What about balancing the juxtaposition of him saying he hates one thing, like kids, then acting like he likes them — does he know what he really wants?

That’s what so interesting about him — he doesn’t lie. He’s always truthful because lying lessens you with the people you’re with. Why not tell the truth? It’s much more powerful. Except maybe he lies to himself because that’s the one thing we can’t control, how self-aware we are. There’s the thing about him not liking kids, but then this kid comes around and she sure is charming and he doesn’t know what to do with her. So does he hate kids? Or is it just what villains know and the only assumption he’s ever made? He is just walking in, embracing everything he wants to be, and yet what he’s learning through his journey and through his time with Dr. Linda (Rachael Harris) is that maybe he’s not as simple as he likes to think he is.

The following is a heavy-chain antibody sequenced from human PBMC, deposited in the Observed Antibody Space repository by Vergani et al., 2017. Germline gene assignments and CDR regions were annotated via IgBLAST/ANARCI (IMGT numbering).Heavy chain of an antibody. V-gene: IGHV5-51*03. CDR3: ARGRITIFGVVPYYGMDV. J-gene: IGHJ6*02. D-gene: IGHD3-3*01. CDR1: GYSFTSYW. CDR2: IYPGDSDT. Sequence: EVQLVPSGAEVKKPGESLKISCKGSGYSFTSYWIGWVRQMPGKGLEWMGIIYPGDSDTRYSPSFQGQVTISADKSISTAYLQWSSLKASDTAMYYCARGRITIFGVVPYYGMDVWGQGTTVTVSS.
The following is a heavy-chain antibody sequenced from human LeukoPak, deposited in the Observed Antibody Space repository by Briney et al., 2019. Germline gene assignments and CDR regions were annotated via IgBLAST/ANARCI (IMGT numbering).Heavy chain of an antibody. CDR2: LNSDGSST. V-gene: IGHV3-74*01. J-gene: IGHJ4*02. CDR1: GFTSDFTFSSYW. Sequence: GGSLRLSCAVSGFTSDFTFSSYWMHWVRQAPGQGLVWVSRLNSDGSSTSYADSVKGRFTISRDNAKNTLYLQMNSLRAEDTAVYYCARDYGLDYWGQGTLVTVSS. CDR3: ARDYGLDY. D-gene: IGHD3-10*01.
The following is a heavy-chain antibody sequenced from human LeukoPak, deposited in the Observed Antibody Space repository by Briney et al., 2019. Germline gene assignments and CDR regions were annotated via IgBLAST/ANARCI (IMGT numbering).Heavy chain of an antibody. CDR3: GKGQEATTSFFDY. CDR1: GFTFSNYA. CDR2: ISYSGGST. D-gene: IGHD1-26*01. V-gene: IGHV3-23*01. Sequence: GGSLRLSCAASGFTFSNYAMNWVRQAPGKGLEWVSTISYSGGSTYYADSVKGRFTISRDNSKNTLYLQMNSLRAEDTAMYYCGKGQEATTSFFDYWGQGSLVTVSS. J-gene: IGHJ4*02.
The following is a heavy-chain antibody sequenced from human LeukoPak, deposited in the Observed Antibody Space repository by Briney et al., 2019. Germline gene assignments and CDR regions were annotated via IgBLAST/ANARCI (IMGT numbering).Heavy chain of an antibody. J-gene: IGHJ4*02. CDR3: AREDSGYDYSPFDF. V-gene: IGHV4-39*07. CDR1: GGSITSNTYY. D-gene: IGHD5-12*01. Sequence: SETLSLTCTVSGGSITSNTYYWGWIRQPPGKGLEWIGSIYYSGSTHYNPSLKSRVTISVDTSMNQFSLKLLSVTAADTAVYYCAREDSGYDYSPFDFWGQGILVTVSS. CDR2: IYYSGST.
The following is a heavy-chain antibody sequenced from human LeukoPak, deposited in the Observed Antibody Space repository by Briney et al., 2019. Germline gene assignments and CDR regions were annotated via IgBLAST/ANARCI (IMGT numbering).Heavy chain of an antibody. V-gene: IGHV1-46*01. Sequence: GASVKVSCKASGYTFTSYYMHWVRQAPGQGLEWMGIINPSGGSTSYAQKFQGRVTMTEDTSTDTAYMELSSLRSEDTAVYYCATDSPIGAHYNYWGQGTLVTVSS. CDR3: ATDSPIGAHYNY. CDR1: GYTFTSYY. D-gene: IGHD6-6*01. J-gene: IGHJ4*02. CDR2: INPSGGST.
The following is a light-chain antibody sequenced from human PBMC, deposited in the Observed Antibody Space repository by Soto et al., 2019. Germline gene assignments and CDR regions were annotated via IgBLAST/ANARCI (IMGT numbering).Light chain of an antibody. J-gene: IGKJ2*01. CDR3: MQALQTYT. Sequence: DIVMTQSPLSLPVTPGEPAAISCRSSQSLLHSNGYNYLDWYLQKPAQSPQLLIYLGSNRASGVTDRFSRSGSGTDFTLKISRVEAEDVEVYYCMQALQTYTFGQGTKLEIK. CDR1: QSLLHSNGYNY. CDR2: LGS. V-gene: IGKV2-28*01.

How will this therapy be used throughout the season?

It just offers us the opportunity to dig into the character. Every week we’re understanding a different facet of the devil, a character we’ve always known as black and white. It also offers a character who’s not terribly introspective a chance to, for the first time, look at himself. He’s always just been the devil, end of story. But now you have someone poking at that, prodding at that and asking questions that he’s never wondered. Plus, Rachael and Tom have such an incredible chemistry and it’s just fun to write the two of them together.

Is the first-season journey about him finding his own humanity?